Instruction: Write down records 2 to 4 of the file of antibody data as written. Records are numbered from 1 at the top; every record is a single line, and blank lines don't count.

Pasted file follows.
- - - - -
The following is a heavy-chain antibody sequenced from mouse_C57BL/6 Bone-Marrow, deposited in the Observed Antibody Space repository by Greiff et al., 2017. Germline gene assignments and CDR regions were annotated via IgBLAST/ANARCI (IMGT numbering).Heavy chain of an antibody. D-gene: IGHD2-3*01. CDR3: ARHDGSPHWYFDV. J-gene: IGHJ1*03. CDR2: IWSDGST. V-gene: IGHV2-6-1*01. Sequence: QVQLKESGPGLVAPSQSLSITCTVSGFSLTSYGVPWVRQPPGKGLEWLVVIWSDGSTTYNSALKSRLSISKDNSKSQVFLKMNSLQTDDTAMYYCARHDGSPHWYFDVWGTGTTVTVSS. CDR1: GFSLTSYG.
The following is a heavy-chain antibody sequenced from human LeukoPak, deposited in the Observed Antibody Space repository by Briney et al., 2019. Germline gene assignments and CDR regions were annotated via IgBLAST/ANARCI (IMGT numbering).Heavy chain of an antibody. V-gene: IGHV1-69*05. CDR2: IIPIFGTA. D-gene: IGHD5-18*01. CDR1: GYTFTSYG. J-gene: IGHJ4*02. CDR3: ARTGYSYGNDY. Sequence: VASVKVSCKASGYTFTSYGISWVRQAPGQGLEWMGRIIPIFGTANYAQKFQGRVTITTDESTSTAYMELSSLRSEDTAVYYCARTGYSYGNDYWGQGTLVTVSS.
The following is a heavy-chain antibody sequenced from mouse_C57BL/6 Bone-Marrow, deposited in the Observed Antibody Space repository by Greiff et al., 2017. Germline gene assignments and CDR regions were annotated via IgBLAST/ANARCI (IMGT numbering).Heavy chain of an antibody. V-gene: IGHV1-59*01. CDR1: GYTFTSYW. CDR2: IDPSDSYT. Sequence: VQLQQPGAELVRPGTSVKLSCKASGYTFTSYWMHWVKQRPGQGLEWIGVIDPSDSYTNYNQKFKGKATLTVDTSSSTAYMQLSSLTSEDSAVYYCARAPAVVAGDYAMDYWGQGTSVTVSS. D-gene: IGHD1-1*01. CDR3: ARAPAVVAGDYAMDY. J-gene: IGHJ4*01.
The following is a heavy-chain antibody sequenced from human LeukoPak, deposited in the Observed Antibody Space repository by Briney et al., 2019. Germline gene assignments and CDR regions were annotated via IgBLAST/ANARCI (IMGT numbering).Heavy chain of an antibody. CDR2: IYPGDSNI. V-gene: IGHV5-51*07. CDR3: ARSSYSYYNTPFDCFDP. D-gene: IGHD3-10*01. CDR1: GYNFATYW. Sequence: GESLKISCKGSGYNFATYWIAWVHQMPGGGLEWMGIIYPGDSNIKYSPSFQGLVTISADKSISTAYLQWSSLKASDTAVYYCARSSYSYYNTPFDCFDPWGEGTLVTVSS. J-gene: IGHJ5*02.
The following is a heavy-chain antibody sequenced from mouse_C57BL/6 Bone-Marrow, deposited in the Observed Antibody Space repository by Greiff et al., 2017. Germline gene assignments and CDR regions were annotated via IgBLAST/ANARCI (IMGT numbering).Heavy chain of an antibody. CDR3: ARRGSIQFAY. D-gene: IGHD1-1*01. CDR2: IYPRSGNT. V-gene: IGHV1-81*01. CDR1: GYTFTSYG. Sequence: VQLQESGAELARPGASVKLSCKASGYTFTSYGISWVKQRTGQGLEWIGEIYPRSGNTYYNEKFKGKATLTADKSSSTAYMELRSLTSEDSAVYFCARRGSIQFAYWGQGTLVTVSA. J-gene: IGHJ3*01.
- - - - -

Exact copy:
The following is a heavy-chain antibody sequenced from human LeukoPak, deposited in the Observed Antibody Space repository by Briney et al., 2019. Germline gene assignments and CDR regions were annotated via IgBLAST/ANARCI (IMGT numbering).Heavy chain of an antibody. V-gene: IGHV1-69*05. CDR2: IIPIFGTA. D-gene: IGHD5-18*01. CDR1: GYTFTSYG. J-gene: IGHJ4*02. CDR3: ARTGYSYGNDY. Sequence: VASVKVSCKASGYTFTSYGISWVRQAPGQGLEWMGRIIPIFGTANYAQKFQGRVTITTDESTSTAYMELSSLRSEDTAVYYCARTGYSYGNDYWGQGTLVTVSS.
The following is a heavy-chain antibody sequenced from mouse_C57BL/6 Bone-Marrow, deposited in the Observed Antibody Space repository by Greiff et al., 2017. Germline gene assignments and CDR regions were annotated via IgBLAST/ANARCI (IMGT numbering).Heavy chain of an antibody. V-gene: IGHV1-59*01. CDR1: GYTFTSYW. CDR2: IDPSDSYT. Sequence: VQLQQPGAELVRPGTSVKLSCKASGYTFTSYWMHWVKQRPGQGLEWIGVIDPSDSYTNYNQKFKGKATLTVDTSSSTAYMQLSSLTSEDSAVYYCARAPAVVAGDYAMDYWGQGTSVTVSS. D-gene: IGHD1-1*01. CDR3: ARAPAVVAGDYAMDY. J-gene: IGHJ4*01.
The following is a heavy-chain antibody sequenced from human LeukoPak, deposited in the Observed Antibody Space repository by Briney et al., 2019. Germline gene assignments and CDR regions were annotated via IgBLAST/ANARCI (IMGT numbering).Heavy chain of an antibody. CDR2: IYPGDSNI. V-gene: IGHV5-51*07. CDR3: ARSSYSYYNTPFDCFDP. D-gene: IGHD3-10*01. CDR1: GYNFATYW. Sequence: GESLKISCKGSGYNFATYWIAWVHQMPGGGLEWMGIIYPGDSNIKYSPSFQGLVTISADKSISTAYLQWSSLKASDTAVYYCARSSYSYYNTPFDCFDPWGEGTLVTVSS. J-gene: IGHJ5*02.